The investigation into the Plame leak raises plenty of questions that the president may eventually be forced to answer. Among the biggest is what exactly have Rove and Libby told Bush about their roles in the leak?

Murray Waas raised just this question in a National Journal story earlier this month, writing:

"White House Deputy Chief of Staff Karl Rove personally assured President Bush in the early fall of 2003 that he had not disclosed to anyone in the press that Valerie Plame, the wife of an administration critic, was a CIA employee, according to legal sources with firsthand knowledge of the accounts that both Rove and Bush independently provided to federal prosecutors.

"During the same conversation in the White House two years ago -- occurring just days after the Justice Department launched a criminal probe into the unmasking of Plame as a covert agency operative -- Rove also assured the president that he had not leaked any information to the media in an effort to discredit Plame's husband, former ambassador Joe Wilson. Rove also did not tell the president about his July 2003 a phone call with Time magazine reporter Matthew Cooper, a conversation that touched on the issue of Wilson and Plame."

If reports such as those are true, Rove clearly misled the president about his role. And to make matters worse, the White House wittingly or unwittingly played along, in the form of White House spokesman Scott McClellan's denials two years ago that anyone in the administration had anything to do with the Plame leak.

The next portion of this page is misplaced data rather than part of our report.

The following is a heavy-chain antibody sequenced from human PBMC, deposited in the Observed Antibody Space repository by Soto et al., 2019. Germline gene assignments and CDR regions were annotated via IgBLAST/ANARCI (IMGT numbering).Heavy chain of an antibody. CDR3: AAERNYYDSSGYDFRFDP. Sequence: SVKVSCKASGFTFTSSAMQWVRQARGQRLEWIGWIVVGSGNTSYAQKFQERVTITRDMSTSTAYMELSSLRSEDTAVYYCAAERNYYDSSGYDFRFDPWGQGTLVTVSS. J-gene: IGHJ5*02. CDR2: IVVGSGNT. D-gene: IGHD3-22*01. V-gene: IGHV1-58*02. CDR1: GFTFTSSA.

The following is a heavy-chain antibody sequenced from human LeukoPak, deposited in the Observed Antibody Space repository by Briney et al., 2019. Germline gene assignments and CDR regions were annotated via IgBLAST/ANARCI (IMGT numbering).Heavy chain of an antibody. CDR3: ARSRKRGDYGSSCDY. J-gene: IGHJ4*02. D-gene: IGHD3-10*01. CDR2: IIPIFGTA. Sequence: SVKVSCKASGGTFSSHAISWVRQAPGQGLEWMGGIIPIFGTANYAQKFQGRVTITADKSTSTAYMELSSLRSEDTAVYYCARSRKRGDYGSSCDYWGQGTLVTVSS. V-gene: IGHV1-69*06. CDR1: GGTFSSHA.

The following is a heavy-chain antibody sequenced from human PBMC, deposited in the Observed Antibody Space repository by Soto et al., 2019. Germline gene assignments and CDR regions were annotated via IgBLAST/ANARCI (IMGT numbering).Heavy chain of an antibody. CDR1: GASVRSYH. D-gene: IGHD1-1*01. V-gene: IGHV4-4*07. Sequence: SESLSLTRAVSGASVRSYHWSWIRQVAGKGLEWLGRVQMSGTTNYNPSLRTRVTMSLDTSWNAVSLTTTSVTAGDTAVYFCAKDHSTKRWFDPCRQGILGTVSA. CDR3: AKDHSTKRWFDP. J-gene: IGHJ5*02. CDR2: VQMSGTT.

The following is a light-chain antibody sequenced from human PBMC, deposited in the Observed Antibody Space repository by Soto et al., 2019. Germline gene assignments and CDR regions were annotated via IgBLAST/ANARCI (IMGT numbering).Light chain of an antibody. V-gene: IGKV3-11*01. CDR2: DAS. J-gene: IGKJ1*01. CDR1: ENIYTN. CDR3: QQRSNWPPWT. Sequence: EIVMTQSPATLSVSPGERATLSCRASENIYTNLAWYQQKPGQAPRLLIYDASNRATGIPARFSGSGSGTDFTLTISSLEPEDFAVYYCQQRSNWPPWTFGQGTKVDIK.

There was a time when Bush's strength was the public's belief in his character and leadership. A CBS News poll earlier this month found that only 45 percent of people believe Bush has "strong qualities of leadership" (compared with 52 percent who don't).

At this point, we don't know if Rove or Libby or anyone else at the White House committed a crime. But given the president's past insistence that his administration would restore honor and dignity to our government, it's fair to ask how hard will Bush work to get to the truth? Will he confront Rove and Libby? Will he ask Vice President Cheney if he had any knowledge of what his top aide was doing or whether he played any role at all in the leak?

Bush's handling of the Plame issue could be a defining issue for him, as he seeks to get his presidency back on track.

If Rove, Libby or anyone else is indicted, the president should at minimum suspend that person without pay pending the outcome of the case. But even if no one is indicted, Bush should fulfill his promise to restore honor and integrity to the White House by assuring the public that strict legality is not the only standard he seeks to uphold.

Bush will have to resist his penchant for secrecy and loyalty and launch an aggressive internal investigation, pledging complete transparency -- with a full public accounting released at the end of that investigation.

Will the president send the message that he is serious about what he promised at that campaign event in Pittsburgh five years ago? Or will he suggest it all depends on what the meaning of "what is right" is?

Comments can be sent to Terry Neal at commentsforneal@washingtonpost.com.